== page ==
Watch: Leopard Seals in Action
Five Leopard Seal Videos You Cannot Miss!

The Leopard seal gets its name from its terrestrial namesake both because of its spotted neck and its role as an apex species.

It is found in the icy waters around the Antarctic continent and as far as the subantarctic islands and is at the top of the Antarctic food chain, second only to the killer whale. This formidable predator feeds on a variety of species from krill to larger fish species, penguins and occasionally other seals.

Penguins are a favourite meal of the Leopard Seal, and they can often be found patrolling the waters on the edge of ice packs, waiting for penguins to enter the water. The Leopard Seal kills the bird by grabbing it by its feet, shaking it and slapping it against the surface of the water.

Although it is rare that they will attack humans, they are known for their aggressive, stalking behaviour.

These five videoes give you insight into these cute but deadly predators…

Curious Leopard seal Makes Friends with a Kayaker

A curious Leopard Seal makes friends with a kayaker Paul Scriver around the Pleneau Island on the Antarctic Peninsula. “The seal became quite inquisitive, swimming around the kayaks and we would lose him when he was underwater, but then he started to become quite playful and did the exact thing shown in this video a few times. Watch for the wink at the end!”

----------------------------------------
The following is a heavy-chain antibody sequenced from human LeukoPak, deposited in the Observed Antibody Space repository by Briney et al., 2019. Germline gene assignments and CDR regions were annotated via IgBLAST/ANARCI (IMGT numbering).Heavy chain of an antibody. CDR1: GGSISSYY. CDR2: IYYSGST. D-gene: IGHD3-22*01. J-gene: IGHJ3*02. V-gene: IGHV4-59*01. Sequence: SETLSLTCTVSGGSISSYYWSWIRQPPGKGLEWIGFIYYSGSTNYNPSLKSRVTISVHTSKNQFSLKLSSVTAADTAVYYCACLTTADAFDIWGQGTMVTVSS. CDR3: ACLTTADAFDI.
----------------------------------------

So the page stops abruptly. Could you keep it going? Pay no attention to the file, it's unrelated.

Leopard seal in Antarctica

Russel Brown captures this beautufil footage of a Leopard Seal in Atarctica in 2015.

Leopard Seal Kills Emperor Penguin

Emperor Penguins return from the seas to feed their young, and dramatic scenes unfold as they hesitate at the edge of the Antarctic sea ice when they see a Leopard Seal is on the prowl. Taken From Blue Planet Series 1

The Hollywood Version

Mumble (Elijah Wood) narrowly escapes being eaten by a hungry leopard seal (Roger Rose) in the Hollywood animation Happy Feet.

Leopard Seal vs Penguin Chick

A Leopard Seal patrolling the edge of a penguin colony investigates a helpless Adelie Penguin chick that has been swept out to sea in Antarctica. Filmed at Brown Bluff, Antarctica by Richard Sidey…